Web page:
Professional Communication Networks and Job Satisfaction in Primary Care Clinics

Marlon P. Mundt, PhD; Larissa I. Zakletskaia, MA

Disclosures

Ann Fam Med. 2019;17(5):428-435. 

In This Article

Abstract and Introduction

Abstract

Purpose: Whereas communication among health care professionals plays an important role in providing the best quality of care for primary care patients, little evidence exists regarding how professional communication contributes to job satisfaction among health care providers, including physicians and clinical staff, in primary care clinics. This study evaluates the extent to which professional communication networks contribute to job satisfaction among health care professionals in primary care clinics.

Methods: A total of 143 health care professionals, including physicians and clinical staff, at 5 US primary care clinics participated in a cross-sectional survey on their communication connections regarding patient care with other care team members and their job satisfaction. Social network analysis calculated core-periphery measures to identify individuals located in a dense cohesive core and in a sparse, loosely connected periphery in the communication network. Generalized linear mixed modeling related core-periphery position of clinic employees in the communication network to job satisfaction, after adjusting for job title, sex, number of years working at the clinic, and percent full-time employment.

Results: Average job satisfaction was 5.8 on a scale of 1 to 7. Generalized linear mixed modeling showed that individuals who were in the core of the communication network had significantly greater job satisfaction than those who were on the periphery. Female physicians had lesser overall job satisfaction than other clinic employees.

Conclusions: Interventions targeting professional communication networks might improve health care employee job satisfaction at primary care clinics.

Introduction

Job satisfaction among primary care professionals, including physicians and clinical staff, can have a significant effect on patient satisfaction with care and patient care quality.[1,2] Close to 68% of family physicians and 73% of general internists report job dissatisfaction.[3] Less than 40% of family and internal medicine physicians indicated satisfaction with work-life balance in 2014.[4] Increasing regulations, electronic health records (EHRs), hectic pace, long hours, and increasing workload contribute to lower job satisfaction among health care professionals.[5] In addition, worse job satisfaction in primary care is closely related to professional burnout characterized by loss of emotional, mental, and physical energy in the context of job-related stress and could lead to reduced patient outcomes.[1,6–8] Whereas clinicians' job satisfaction is recognized as an important goal to aim for, there is a gap in understanding the ways in which team care delivery could enhance clinicians' job satisfaction in primary care.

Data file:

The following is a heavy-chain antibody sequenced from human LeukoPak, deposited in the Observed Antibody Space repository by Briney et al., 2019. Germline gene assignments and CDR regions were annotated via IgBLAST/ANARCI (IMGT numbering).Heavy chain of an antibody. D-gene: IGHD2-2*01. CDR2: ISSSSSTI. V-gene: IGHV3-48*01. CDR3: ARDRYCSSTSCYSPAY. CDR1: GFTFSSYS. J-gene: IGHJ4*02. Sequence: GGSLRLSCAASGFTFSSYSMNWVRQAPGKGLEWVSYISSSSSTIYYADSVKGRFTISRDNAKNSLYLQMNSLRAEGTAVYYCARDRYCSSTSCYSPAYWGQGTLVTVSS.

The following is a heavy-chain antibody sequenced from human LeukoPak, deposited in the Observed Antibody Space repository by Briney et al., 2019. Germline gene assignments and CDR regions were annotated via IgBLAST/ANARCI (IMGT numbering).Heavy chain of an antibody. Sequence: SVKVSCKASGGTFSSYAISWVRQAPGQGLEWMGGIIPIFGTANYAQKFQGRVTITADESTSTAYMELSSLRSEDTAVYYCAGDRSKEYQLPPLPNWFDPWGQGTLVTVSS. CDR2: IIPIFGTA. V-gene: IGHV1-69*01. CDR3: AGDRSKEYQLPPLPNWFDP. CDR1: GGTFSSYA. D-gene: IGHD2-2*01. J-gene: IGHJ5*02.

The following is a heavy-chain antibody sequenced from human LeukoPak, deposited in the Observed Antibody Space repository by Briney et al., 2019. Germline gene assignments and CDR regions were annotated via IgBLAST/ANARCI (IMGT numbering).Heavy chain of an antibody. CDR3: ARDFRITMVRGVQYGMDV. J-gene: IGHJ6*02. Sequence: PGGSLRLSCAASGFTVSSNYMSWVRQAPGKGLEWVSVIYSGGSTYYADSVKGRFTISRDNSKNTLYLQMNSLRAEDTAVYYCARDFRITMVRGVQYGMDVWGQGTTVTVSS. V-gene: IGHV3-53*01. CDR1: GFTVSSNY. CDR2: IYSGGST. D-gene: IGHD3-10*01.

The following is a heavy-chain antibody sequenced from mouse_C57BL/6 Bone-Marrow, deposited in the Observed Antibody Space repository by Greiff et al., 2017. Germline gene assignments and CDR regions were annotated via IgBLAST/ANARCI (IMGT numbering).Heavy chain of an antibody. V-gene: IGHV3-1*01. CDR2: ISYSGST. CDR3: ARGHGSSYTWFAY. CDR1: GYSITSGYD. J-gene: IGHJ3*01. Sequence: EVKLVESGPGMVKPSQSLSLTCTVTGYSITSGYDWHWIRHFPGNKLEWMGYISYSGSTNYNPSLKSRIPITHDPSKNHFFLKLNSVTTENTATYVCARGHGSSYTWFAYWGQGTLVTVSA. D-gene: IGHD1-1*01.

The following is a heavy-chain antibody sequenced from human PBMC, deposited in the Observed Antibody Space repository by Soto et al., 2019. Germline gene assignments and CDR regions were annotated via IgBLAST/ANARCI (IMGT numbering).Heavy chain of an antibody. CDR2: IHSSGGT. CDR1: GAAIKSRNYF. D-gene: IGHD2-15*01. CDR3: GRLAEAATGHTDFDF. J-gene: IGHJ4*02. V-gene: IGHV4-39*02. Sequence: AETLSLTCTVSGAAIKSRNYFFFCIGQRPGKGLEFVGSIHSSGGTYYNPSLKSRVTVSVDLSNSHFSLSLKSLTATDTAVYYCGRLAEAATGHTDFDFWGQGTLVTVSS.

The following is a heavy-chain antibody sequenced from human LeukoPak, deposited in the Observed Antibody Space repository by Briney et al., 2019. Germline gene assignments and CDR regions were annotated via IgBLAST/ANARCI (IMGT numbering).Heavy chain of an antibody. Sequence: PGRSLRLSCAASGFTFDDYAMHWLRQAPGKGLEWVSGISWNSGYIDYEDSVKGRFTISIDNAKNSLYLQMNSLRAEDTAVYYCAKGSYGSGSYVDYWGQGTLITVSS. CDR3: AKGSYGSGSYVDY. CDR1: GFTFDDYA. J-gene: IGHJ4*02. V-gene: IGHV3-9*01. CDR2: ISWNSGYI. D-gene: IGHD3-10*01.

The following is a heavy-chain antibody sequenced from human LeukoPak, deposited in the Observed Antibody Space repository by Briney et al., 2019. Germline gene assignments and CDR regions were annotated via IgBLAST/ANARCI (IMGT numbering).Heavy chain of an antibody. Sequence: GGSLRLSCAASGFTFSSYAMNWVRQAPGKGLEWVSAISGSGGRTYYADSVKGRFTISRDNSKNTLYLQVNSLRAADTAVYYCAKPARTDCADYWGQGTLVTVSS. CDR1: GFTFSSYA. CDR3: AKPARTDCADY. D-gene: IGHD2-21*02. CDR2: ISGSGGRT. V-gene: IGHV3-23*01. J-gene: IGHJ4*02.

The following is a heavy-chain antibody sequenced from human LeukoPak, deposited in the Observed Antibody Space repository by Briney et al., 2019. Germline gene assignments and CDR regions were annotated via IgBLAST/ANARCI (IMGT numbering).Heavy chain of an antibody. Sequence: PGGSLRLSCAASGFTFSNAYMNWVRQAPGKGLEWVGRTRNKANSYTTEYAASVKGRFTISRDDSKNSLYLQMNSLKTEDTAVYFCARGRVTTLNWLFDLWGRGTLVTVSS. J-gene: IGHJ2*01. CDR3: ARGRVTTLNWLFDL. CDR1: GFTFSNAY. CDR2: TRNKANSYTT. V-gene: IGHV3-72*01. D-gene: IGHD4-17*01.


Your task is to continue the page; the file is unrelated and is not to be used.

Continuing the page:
Notably, little is known about how professional communication in primary care teams contributes to job satisfaction among health care professionals including physicians and clinical staff. Primary care team members rely on team communication as a sensemaking process to assign meaning to experience and to collaborate during health care delivery.[9] Team communication helps teams form shared understanding of clinical situations under the conditions of interdependency and time constraints that are inherent to primary care practices. Effective team communication allows health care practitioners to develop coordination, which is the capacity to predict, anticipate, and respond to one another in high-stress and restricted-time environments such as primary care and, in turn, may increase job satisfaction.[10] Flexible professional communication between team members that is not constricted by authority gradients could enhance professional job satisfaction because it leverages the strengths of all health care practitioners.[11–14] Ineffective professional communication might hinder job satisfaction and severely limit sensemaking, coordination, and collaboration if there are clinic hierarchies for communication and/or if there are bottlenecks in clinic communication flow.[15,16] Poor team communication among primary care professionals might lead to worse job satisfaction if there is a dual organization, for example, in which some team members are isolated from interacting with the rest of the clinic staff.[16] To improve job satisfaction among primary care professionals, including physicians and clinical staff, there is a need to place analytic focus on how team professional communication flow relates to job satisfaction among primary care practitioners.

To fill this gap in the link between team professional communication flow and job satisfaction among primary care practitioners, we aimed to investigate the following research question: How does professional communication flow in primary care clinics relate to job satisfaction among health care professionals?

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